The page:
A right circular cylinder, may also be considered as a solid generated by the revolution of a rectangle about one of its sides. Thus, if a rectangle OO ‘ BA revolves about its side OO ‘ and completes one revolution to arrive at its initial position, a right circular cylinder will be generated whose axis is OO ‘ and radius AO = BO ‘ = r(say). The length of the axis OO ‘ between the centres is called the length or the height (h) of the cylinder.
Area of Curved Surface of Cylinder
This cylinder has a circular base of radius r cm and a height of h cm. Its surface area is made up of the curved surface area plus the areas of the circular top and base.
If it is a paper cylinder and you cut it through the line AB, and spread this paper on a plane you will get a rectangle whose length will be equal to the circumference of the base of the cylinder, i.e., 2$\mathrm{\pi}$r and width equal to AB, i.e., h
$\therefore $ Area of the curved surface = area of the rectangle = 2$\mathrm{\pi}$rh
The area of the circular base and top are both equal to $\mathrm{\pi}$r^{2}. So the combined area of the top and base is 2$\mathrm{\pi}$r^{2}.
So the total surface area of the cylinder = 2$\mathrm{\pi}$rh + 2$\mathrm{\pi}$r^{2}
Lateral Surface of a Hollow Cylinder
Let ${r}_{1}$ be external radius and ${r}_{2}$ internal radius then
Curved surface of the hollow cylinder
= sum of the curved surface of both the cylinders
$=2\pi {\mathrm{r}}_{1}\mathrm{h}+2\pi {\mathrm{r}}_{2}=2\pi \left({\mathrm{r}}_{1}+{\mathrm{r}}_{2}\right)\mathrm{h}$
Total surface area of the hollow cylinder
= curved surface of the hollow cylinder + sum of the areas of the rings at the ends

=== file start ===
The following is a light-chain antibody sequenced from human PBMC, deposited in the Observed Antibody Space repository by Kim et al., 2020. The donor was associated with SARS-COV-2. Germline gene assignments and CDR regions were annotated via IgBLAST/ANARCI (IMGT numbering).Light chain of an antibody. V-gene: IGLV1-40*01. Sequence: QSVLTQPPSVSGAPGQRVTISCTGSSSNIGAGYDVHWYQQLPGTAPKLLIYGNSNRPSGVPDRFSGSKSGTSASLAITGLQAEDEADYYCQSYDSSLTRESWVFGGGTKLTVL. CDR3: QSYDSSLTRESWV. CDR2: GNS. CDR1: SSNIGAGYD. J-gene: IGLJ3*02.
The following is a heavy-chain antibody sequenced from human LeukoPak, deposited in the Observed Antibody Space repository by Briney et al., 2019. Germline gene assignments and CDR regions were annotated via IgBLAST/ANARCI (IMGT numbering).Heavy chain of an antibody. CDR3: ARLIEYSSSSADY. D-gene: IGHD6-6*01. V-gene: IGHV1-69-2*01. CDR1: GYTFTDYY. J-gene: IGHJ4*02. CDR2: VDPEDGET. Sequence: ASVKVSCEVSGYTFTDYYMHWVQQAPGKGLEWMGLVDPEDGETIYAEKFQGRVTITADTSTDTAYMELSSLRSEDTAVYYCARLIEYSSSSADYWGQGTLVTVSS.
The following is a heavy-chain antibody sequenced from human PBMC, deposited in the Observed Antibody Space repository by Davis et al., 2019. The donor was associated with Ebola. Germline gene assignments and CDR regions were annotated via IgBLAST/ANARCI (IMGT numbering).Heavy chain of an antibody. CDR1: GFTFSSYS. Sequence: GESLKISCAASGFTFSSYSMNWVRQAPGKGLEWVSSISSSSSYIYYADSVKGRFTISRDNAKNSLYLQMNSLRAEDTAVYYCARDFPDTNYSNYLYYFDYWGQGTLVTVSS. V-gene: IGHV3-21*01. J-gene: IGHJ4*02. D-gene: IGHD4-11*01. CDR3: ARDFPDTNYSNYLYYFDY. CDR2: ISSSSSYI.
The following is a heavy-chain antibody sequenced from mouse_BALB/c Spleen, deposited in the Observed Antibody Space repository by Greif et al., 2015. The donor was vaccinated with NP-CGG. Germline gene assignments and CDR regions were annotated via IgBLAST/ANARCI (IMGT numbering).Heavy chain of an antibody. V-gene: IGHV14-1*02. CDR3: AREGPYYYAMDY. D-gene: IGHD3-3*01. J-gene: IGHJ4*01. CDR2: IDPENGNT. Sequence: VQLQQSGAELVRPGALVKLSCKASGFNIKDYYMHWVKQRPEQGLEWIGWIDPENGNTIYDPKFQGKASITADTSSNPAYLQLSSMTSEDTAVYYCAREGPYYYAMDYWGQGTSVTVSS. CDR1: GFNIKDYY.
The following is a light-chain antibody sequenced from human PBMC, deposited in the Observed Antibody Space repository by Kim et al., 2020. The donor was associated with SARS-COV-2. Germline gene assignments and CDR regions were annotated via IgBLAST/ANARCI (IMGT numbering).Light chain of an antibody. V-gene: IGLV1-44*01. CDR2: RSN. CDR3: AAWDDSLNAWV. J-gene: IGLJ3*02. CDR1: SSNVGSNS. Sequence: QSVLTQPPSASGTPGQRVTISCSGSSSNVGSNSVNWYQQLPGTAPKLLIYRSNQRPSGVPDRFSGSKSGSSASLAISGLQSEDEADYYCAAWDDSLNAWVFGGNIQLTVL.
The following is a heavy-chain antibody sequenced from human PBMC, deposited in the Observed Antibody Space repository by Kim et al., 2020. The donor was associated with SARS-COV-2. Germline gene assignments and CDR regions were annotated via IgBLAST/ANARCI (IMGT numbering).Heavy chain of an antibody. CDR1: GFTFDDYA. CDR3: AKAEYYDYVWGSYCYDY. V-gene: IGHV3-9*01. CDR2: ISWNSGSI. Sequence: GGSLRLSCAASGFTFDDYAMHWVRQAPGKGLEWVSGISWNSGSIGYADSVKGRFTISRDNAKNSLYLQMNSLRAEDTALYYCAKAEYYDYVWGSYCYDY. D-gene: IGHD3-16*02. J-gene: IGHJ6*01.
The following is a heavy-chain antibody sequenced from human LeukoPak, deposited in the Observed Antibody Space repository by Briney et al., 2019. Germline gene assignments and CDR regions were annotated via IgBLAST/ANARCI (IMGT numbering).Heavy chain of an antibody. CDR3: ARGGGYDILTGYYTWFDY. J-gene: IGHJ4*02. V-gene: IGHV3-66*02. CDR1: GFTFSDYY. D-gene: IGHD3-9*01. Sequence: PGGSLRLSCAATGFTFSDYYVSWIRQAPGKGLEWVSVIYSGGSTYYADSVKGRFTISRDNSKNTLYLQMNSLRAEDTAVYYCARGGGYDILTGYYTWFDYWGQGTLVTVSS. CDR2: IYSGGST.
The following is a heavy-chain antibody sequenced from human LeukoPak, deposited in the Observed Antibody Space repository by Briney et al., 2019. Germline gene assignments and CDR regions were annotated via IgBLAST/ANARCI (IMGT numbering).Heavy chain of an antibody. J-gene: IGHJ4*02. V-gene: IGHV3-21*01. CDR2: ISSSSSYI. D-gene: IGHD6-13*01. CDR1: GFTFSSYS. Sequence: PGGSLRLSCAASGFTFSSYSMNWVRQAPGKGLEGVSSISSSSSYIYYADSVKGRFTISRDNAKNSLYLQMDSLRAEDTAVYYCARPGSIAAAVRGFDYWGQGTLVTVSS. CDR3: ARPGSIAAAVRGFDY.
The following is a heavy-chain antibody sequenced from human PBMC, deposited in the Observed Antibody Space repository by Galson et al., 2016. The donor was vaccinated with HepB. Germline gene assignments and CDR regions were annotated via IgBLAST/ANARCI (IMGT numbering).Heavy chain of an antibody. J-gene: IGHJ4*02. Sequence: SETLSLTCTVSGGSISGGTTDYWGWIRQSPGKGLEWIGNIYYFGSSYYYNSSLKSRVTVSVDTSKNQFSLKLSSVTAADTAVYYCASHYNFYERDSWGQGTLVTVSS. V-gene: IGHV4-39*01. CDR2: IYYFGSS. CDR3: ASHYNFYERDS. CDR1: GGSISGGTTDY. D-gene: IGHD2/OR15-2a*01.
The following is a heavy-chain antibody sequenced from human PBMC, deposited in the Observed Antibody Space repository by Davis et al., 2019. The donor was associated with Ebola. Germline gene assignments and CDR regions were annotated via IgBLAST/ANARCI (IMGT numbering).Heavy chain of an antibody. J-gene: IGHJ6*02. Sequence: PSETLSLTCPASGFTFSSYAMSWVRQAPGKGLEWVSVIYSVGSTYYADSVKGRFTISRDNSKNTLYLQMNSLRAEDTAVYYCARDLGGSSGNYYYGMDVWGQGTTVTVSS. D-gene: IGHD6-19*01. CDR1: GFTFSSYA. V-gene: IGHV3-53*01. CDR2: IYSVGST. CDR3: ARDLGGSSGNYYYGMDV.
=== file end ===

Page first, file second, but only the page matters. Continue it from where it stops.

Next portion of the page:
= $2\pi \left({\mathrm{r}}_{1}+{\mathrm{r}}_{2}\right)\mathrm{h}+\left(\pi {\mathrm{r}}_{1}^{2}\u2013\pi {\mathrm{r}}_{2}^{2}\right)+\left(\pi {\mathrm{r}}_{1}^{2}\u2013\pi {\mathrm{r}}_{2}^{2}\right)$ = $2\pi \left({\mathrm{r}}_{1}+{\mathrm{r}}_{2}\right)\mathrm{h}+2\pi {\mathrm{r}}_{1}^{2}\u20132\pi {\mathrm{r}}_{2}^{2}$
$=2\pi \left({\mathrm{r}}_{1}+{\mathrm{r}}_{2}\right)\mathrm{h}+2\pi \left({\mathrm{r}}_{1}^{2}\u2013{\mathrm{r}}_{2}^{2}\right)$ = $2\pi \left({\mathrm{r}}_{1}+{\mathrm{r}}_{2}\right)\mathrm{h}+2\pi \left({\mathrm{r}}_{1}+{\mathrm{r}}_{2}\right)\left({\mathrm{r}}_{1}\u2013{\mathrm{r}}_{2}\right)$
= $2\pi \left({\mathrm{r}}_{1}+{\mathrm{r}}_{2}\right)\left(\mathrm{h}+{\mathrm{r}}_{1}\u2013{\mathrm{r}}_{2}\right)$
Volume of a Cylinder
Volume of a cylinder = (Area of the base) = height = ($\mathrm{\pi}$r^{2} )$\times $h
$\therefore $ Volume of a cylinder = $\mathrm{\pi}$r^{2}h
Volume of the Material of a Hollow Cylinder
If the outer and inner radii of a hollow cylinder of height h volume of the material composing the cylinder arc R and r respectively, then the volume of the material composing the cylinder.
= External volume – Internal volume
= $\mathrm{\pi}$R^{2}h – $\mathrm{\pi}$r^{2}h – $\mathrm{\pi}$h(R^{2} – r^{2} )
= $\pi h(R+r)(R\u2013r)$